• Emily Thames (Joe and Wanda Corn Predoctoral Fellow, Florida State University), Rendering Reform, Rendering Empire: José Campeche as Draftsman in Late Eighteenth-Century San Juan, Puerto Rico
• Jennifer Chuong (Predoctoral Fellow, Harvard University), Bedeviling the Stamp Act: Materiality and Protest in Revolutionary America [as Chuong notes below in the comments: “due to some late-breaking research finds, I will actually be talking about a different Revolutionary-era printer: that is, Benjamin Franklin, and his interest in paper marbling.”]
• Patricia Johnston (Terra Foundation Senior Fellow in American Art, College of the Holy Cross), The China Trade and the Classical Tradition in Federal America

Symposium | Bouchardon and His Contemporaries

Posted in lectures (to attend) by Editor on March 19, 2017


Left: Gilles Demarteau after Edme Bouchardon, Model Posing for ‘The Genius of Summer’, ca. 1740s–50s (Los Angeles: Getty Research Institute, 2015.PR.58). Right: Edme Bouchardon, The Genius of Summer, 1745 (Paris: Grenelle Fountain).

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In February, I noted the symposium; here’s the schedule:

Bouchardon and His Contemporaries
The Getty Center, Los Angeles, 2 April 2017

Organized in conjunction with the exhibition Bouchardon: Royal Artist of the Enlightenment (J. Paul Getty Museum, 10 January — 2 April 2017), this symposium explores the relationships that Bouchardon (1698–1762), an extraordinarily talented sculptor and draftsman, had with his contemporaries (artists, patrons, and connoisseurs). It also investigates the diffusion and reception of his oeuvre. Bouchardon’s career as a sculptor appears exceptional in several respects when compared to that of other artists active during the eighteenth century in France, England, or Italy. Atypically, most of his work (whether drawn, printed, modeled, cast, or carved) related to three-dimensional objects in a wide range of scales, from small gems to monumental sculpture, such as the Grenelle Fountain.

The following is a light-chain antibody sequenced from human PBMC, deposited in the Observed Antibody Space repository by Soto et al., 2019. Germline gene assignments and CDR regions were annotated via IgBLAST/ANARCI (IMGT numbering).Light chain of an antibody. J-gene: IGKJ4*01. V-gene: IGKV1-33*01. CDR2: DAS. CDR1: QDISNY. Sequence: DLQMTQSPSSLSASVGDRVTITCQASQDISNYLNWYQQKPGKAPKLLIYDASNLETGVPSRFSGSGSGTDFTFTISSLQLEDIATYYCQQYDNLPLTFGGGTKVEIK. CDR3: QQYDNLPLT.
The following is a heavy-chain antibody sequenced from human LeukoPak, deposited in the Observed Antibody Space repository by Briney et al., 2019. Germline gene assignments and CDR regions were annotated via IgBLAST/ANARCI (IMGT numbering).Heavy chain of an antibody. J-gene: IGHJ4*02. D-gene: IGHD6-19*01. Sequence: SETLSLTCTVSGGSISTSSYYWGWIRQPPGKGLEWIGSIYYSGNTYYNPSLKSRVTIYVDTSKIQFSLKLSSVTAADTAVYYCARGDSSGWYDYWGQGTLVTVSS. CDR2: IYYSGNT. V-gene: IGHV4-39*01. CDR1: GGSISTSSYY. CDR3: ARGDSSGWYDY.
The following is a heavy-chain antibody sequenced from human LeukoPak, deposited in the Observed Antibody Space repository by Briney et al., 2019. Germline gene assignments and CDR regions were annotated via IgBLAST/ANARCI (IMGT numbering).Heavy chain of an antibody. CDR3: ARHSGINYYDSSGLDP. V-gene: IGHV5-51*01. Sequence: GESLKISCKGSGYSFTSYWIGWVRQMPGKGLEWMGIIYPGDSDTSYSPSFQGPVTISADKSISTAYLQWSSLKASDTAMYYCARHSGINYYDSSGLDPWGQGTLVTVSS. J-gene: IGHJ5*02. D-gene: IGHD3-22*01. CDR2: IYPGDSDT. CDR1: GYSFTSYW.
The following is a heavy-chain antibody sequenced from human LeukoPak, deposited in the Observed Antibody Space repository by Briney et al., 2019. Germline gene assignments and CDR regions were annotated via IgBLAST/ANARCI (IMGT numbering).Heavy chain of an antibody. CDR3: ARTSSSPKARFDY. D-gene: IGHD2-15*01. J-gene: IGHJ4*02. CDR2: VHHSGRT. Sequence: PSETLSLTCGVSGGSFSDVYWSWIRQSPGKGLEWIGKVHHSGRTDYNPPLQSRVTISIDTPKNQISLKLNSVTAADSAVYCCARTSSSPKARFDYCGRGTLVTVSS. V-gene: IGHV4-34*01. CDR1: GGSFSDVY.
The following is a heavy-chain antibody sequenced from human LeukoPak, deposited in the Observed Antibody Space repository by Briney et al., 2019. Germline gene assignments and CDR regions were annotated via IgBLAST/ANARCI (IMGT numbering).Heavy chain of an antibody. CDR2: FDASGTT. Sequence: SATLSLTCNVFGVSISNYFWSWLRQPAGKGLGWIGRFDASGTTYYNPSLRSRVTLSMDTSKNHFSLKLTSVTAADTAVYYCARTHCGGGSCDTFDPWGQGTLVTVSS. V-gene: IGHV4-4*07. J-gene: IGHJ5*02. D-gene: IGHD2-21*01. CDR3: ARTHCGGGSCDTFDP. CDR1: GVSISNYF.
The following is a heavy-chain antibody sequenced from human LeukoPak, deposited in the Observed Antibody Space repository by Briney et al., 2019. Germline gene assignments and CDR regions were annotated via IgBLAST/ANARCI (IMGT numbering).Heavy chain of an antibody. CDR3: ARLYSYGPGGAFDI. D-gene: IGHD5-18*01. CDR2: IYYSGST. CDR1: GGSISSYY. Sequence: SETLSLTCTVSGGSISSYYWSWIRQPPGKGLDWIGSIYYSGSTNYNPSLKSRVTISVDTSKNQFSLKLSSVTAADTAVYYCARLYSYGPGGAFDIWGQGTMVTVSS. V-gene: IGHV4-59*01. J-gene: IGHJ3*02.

The human body was a constant subject of interest to Bouchardon. He explored its inner structure by conceiving and publishing a treatise on artistic anatomy, and he devised a very personal and elaborate aesthetic of the body that subtly blended his passion for antiquity and his commitment to the truthful depiction of nature. His experiments in the graphic arts and his interest in human expression also led him to make grotesque depictions of the human figure in the genre of caricature. Bouchardon’s masterpieces, especially those staged in public spaces, such as the Grenelle Fountain and the Equestrian Monument to Louis XV, had a critical impact on the artist’s contemporaries. In this regard, the reception and portrayal of these artworks through drawings and prints made by Gabriel de Saint-Aubin during the two decades that followed Bouchardon’s death are particularly enlightening.


10:00  Welcome by Thomas Gaehtgens (The Getty Research Institute)
10:05  Introductions: Anne-Lise Desmas (The J. Paul Getty Museum) and Édouard Kopp (Harvard Art Museums)

10:10  Morning Session
Moderator: Guilhem Scherf (Musée du Louvre)
• Malcolm Baker (University of California, Riverside), Some Ways of Carving out a Sculptural Career: Bouchardon, Roubiliac, Pigalle
• Anne-Lise Desmas, Bouchardon and Early Modern Sculptors in Rome